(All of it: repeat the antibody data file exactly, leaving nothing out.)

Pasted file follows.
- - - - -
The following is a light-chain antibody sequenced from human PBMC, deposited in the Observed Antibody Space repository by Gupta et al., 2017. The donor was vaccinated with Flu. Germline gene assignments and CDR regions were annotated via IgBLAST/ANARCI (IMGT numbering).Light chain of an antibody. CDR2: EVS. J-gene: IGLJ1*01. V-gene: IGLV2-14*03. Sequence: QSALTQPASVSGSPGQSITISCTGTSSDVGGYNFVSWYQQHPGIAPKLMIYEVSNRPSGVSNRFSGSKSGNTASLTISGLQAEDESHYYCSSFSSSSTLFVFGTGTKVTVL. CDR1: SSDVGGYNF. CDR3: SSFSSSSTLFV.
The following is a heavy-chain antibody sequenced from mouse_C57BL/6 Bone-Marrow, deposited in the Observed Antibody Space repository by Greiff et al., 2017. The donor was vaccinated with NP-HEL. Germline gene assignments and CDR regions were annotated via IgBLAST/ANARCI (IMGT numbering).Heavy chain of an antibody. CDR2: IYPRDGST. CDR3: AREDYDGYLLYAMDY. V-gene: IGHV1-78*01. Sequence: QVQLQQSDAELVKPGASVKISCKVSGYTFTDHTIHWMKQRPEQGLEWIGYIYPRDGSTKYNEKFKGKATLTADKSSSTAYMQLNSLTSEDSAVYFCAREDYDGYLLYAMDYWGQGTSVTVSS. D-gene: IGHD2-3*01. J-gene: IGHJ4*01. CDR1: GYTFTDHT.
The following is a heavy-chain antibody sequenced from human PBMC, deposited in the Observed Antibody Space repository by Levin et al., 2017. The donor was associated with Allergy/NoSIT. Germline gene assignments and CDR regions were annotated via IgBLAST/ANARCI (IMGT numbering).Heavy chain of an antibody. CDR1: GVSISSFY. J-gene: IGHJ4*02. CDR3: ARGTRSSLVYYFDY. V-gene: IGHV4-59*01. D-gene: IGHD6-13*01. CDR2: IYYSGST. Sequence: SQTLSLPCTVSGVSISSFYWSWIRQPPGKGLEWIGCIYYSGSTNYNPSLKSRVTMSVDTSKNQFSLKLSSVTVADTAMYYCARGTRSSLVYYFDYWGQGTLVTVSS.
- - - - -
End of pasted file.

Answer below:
The following is a light-chain antibody sequenced from human PBMC, deposited in the Observed Antibody Space repository by Gupta et al., 2017. The donor was vaccinated with Flu. Germline gene assignments and CDR regions were annotated via IgBLAST/ANARCI (IMGT numbering).Light chain of an antibody. CDR2: EVS. J-gene: IGLJ1*01. V-gene: IGLV2-14*03. Sequence: QSALTQPASVSGSPGQSITISCTGTSSDVGGYNFVSWYQQHPGIAPKLMIYEVSNRPSGVSNRFSGSKSGNTASLTISGLQAEDESHYYCSSFSSSSTLFVFGTGTKVTVL. CDR1: SSDVGGYNF. CDR3: SSFSSSSTLFV.
The following is a heavy-chain antibody sequenced from mouse_C57BL/6 Bone-Marrow, deposited in the Observed Antibody Space repository by Greiff et al., 2017. The donor was vaccinated with NP-HEL. Germline gene assignments and CDR regions were annotated via IgBLAST/ANARCI (IMGT numbering).Heavy chain of an antibody. CDR2: IYPRDGST. CDR3: AREDYDGYLLYAMDY. V-gene: IGHV1-78*01. Sequence: QVQLQQSDAELVKPGASVKISCKVSGYTFTDHTIHWMKQRPEQGLEWIGYIYPRDGSTKYNEKFKGKATLTADKSSSTAYMQLNSLTSEDSAVYFCAREDYDGYLLYAMDYWGQGTSVTVSS. D-gene: IGHD2-3*01. J-gene: IGHJ4*01. CDR1: GYTFTDHT.
The following is a heavy-chain antibody sequenced from human PBMC, deposited in the Observed Antibody Space repository by Levin et al., 2017. The donor was associated with Allergy/NoSIT. Germline gene assignments and CDR regions were annotated via IgBLAST/ANARCI (IMGT numbering).Heavy chain of an antibody. CDR1: GVSISSFY. J-gene: IGHJ4*02. CDR3: ARGTRSSLVYYFDY. V-gene: IGHV4-59*01. D-gene: IGHD6-13*01. CDR2: IYYSGST. Sequence: SQTLSLPCTVSGVSISSFYWSWIRQPPGKGLEWIGCIYYSGSTNYNPSLKSRVTMSVDTSKNQFSLKLSSVTVADTAMYYCARGTRSSLVYYFDYWGQGTLVTVSS.